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ABSTRACT: Biological development is driven by a complex dance between nurture and nature, determined not only by the specific features of the interacting genetic and environmental influences but also by the timing of their rendezvous. The initiation of large-scale longitudinal studies, ever-expanding knowledge of genetics, and increasing availability of neuroimaging data to provide endophenotypic bridges between molecules and behavior are beginning to provide some insight into interactions of developmental stage, genes, and the environment, although daunting challenges remain. Prominent amongst these challenges are difficulties in identifying and quantifying relevant environmental factors, discerning the relative contributions to multiply determined outcomes, and the likelihood that brain development is a non-linear dynamic process in which small initial differences may yield large later effects. Age-sensitive mechanisms include developmental changes in gene expression, epigenetic modifications, synaptic arborization/pruning, and maturational improvements in our capacity to seek out environments of our choosing. Greater understanding of how genetic and environmental factors interact differently across ages is an important step toward elucidating the mechanisms by which phenotypes are created - and how they may differ in health and disease. This knowledge may also provide clues to guide the type and timing of interventions to maximize outcomes.Journal of Child Psychology and Psychiatry 03/2011; 52(4):429-41. · 5.42 Impact Factor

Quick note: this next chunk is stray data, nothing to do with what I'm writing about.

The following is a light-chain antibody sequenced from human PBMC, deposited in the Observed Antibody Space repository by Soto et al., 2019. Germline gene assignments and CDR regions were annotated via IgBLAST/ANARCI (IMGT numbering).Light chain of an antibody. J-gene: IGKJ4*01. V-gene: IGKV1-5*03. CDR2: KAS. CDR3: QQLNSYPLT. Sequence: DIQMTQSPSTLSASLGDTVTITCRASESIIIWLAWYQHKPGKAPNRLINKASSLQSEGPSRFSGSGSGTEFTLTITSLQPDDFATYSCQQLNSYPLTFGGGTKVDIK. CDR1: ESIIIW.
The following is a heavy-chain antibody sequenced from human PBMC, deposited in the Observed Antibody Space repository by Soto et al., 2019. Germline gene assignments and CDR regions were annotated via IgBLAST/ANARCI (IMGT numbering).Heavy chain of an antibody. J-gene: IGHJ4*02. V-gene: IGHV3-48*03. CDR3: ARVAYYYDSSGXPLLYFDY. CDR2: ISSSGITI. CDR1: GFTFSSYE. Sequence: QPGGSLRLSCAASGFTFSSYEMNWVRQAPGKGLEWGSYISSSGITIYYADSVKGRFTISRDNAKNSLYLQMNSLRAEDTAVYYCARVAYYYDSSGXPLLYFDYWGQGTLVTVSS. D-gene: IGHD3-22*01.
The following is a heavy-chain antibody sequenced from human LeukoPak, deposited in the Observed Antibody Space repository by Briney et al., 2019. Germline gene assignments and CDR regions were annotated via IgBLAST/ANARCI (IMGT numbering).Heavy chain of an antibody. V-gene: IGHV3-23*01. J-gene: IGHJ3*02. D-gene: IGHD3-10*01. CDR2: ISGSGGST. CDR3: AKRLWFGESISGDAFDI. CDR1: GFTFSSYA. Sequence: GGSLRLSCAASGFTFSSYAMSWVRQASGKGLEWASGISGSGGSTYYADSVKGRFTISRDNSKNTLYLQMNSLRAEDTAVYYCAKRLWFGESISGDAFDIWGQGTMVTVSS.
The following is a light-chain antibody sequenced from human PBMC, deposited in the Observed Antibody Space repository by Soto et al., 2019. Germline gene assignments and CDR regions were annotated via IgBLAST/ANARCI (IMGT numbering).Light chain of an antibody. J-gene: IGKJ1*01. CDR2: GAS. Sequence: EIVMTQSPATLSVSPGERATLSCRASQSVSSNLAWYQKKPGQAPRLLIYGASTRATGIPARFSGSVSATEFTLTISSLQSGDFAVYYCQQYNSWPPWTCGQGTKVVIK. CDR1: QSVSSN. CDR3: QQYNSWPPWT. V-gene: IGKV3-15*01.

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ABSTRACT: OBJECTIVE: In this study, the independent and combined associations between childhood appetitive traits and parental obesity on weight gain from 0 to 24 months and body mass index (BMI) z-score at 24 months in a diverse community-based sample of dual parent families (n = 213) were examined. DESIGN AND METHODS: Participants were mothers who had recently completed a randomized trial of weight loss for overweight/obese postpartum women. As measures of childhood appetitive traits, mothers completed subscales of the Children's Eating Behavior Questionnaire, including Desire to Drink (DD), Enjoyment of Food (EF), and Satiety Responsiveness (SR), and a 24-h dietary recall for their child. Heights and weights were measured for all children and mothers and self-reported for mothers' partners. The relationship between children's appetitive traits and parental obesity on toddler weight gain and BMI z-score were evaluated using multivariate linear regression models, controlling for a number of potential confounders. RESULTS: Having two obese parents was related to greater weight gain from birth to 24 months independent of childhood appetitive traits, and although significant associations were found between appetitive traits (DD and SR) and child BMI z-score at 24 months, these associations were observed only among children who had two obese parents. When both parents were obese, increasing DD and decreasing SR were associated with a higher BMI z-score. CONCLUSIONS: The results highlight the importance of considering familial risk factors when examining the relationship between childhood appetitive traits on childhood obesity.Obesity 04/2013; 21(4):815-823. · 3.92 Impact Factor